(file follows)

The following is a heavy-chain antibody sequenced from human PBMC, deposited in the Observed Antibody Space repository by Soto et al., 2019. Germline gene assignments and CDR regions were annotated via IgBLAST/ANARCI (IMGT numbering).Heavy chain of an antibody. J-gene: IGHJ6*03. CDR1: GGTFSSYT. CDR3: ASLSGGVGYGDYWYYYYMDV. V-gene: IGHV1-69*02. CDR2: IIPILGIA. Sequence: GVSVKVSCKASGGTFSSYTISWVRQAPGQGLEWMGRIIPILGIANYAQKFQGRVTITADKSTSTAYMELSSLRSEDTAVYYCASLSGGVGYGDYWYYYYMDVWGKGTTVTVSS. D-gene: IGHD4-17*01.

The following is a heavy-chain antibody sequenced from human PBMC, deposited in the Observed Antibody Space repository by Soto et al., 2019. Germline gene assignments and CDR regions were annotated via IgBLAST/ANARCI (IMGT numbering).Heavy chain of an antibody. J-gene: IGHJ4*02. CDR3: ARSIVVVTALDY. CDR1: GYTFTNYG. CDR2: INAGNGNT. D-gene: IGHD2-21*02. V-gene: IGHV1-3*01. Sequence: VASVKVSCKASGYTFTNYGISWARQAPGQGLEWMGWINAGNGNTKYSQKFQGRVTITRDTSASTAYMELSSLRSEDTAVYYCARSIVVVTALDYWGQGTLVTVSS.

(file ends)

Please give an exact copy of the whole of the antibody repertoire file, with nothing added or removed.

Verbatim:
The following is a heavy-chain antibody sequenced from human PBMC, deposited in the Observed Antibody Space repository by Soto et al., 2019. Germline gene assignments and CDR regions were annotated via IgBLAST/ANARCI (IMGT numbering).Heavy chain of an antibody. J-gene: IGHJ6*03. CDR1: GGTFSSYT. CDR3: ASLSGGVGYGDYWYYYYMDV. V-gene: IGHV1-69*02. CDR2: IIPILGIA. Sequence: GVSVKVSCKASGGTFSSYTISWVRQAPGQGLEWMGRIIPILGIANYAQKFQGRVTITADKSTSTAYMELSSLRSEDTAVYYCASLSGGVGYGDYWYYYYMDVWGKGTTVTVSS. D-gene: IGHD4-17*01.

The following is a heavy-chain antibody sequenced from human PBMC, deposited in the Observed Antibody Space repository by Soto et al., 2019. Germline gene assignments and CDR regions were annotated via IgBLAST/ANARCI (IMGT numbering).Heavy chain of an antibody. J-gene: IGHJ4*02. CDR3: ARSIVVVTALDY. CDR1: GYTFTNYG. CDR2: INAGNGNT. D-gene: IGHD2-21*02. V-gene: IGHV1-3*01. Sequence: VASVKVSCKASGYTFTNYGISWARQAPGQGLEWMGWINAGNGNTKYSQKFQGRVTITRDTSASTAYMELSSLRSEDTAVYYCARSIVVVTALDYWGQGTLVTVSS.